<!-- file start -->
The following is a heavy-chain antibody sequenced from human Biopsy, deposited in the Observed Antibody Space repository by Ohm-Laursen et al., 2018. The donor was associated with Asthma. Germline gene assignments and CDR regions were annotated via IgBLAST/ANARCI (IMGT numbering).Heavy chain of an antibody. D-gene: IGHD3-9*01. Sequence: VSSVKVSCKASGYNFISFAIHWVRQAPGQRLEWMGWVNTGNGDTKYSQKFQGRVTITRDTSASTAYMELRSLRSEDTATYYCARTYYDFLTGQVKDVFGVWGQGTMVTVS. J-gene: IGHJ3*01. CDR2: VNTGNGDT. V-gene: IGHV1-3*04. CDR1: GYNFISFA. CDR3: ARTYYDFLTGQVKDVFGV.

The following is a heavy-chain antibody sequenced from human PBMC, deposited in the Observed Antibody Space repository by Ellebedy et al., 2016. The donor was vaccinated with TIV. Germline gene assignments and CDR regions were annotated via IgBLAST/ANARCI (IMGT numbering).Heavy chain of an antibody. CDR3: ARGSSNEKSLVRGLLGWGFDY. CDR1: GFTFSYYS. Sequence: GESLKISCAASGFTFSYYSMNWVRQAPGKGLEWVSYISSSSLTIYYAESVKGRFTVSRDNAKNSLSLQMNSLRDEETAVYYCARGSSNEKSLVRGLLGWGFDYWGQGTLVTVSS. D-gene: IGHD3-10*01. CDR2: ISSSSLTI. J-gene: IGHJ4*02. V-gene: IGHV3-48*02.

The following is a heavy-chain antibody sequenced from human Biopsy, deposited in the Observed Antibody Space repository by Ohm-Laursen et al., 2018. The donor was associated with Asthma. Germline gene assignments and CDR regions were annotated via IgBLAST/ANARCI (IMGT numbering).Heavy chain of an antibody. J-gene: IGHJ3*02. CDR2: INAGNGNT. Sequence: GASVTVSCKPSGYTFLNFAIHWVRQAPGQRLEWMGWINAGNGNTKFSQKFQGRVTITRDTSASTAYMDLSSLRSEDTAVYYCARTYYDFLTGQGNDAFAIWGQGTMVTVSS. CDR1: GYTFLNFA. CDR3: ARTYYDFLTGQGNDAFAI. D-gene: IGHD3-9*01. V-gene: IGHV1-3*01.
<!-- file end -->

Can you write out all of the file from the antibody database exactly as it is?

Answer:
The following is a heavy-chain antibody sequenced from human Biopsy, deposited in the Observed Antibody Space repository by Ohm-Laursen et al., 2018. The donor was associated with Asthma. Germline gene assignments and CDR regions were annotated via IgBLAST/ANARCI (IMGT numbering).Heavy chain of an antibody. D-gene: IGHD3-9*01. Sequence: VSSVKVSCKASGYNFISFAIHWVRQAPGQRLEWMGWVNTGNGDTKYSQKFQGRVTITRDTSASTAYMELRSLRSEDTATYYCARTYYDFLTGQVKDVFGVWGQGTMVTVS. J-gene: IGHJ3*01. CDR2: VNTGNGDT. V-gene: IGHV1-3*04. CDR1: GYNFISFA. CDR3: ARTYYDFLTGQVKDVFGV.

The following is a heavy-chain antibody sequenced from human PBMC, deposited in the Observed Antibody Space repository by Ellebedy et al., 2016. The donor was vaccinated with TIV. Germline gene assignments and CDR regions were annotated via IgBLAST/ANARCI (IMGT numbering).Heavy chain of an antibody. CDR3: ARGSSNEKSLVRGLLGWGFDY. CDR1: GFTFSYYS. Sequence: GESLKISCAASGFTFSYYSMNWVRQAPGKGLEWVSYISSSSLTIYYAESVKGRFTVSRDNAKNSLSLQMNSLRDEETAVYYCARGSSNEKSLVRGLLGWGFDYWGQGTLVTVSS. D-gene: IGHD3-10*01. CDR2: ISSSSLTI. J-gene: IGHJ4*02. V-gene: IGHV3-48*02.

The following is a heavy-chain antibody sequenced from human Biopsy, deposited in the Observed Antibody Space repository by Ohm-Laursen et al., 2018. The donor was associated with Asthma. Germline gene assignments and CDR regions were annotated via IgBLAST/ANARCI (IMGT numbering).Heavy chain of an antibody. J-gene: IGHJ3*02. CDR2: INAGNGNT. Sequence: GASVTVSCKPSGYTFLNFAIHWVRQAPGQRLEWMGWINAGNGNTKFSQKFQGRVTITRDTSASTAYMDLSSLRSEDTAVYYCARTYYDFLTGQGNDAFAIWGQGTMVTVSS. CDR1: GYTFLNFA. CDR3: ARTYYDFLTGQGNDAFAI. D-gene: IGHD3-9*01. V-gene: IGHV1-3*01.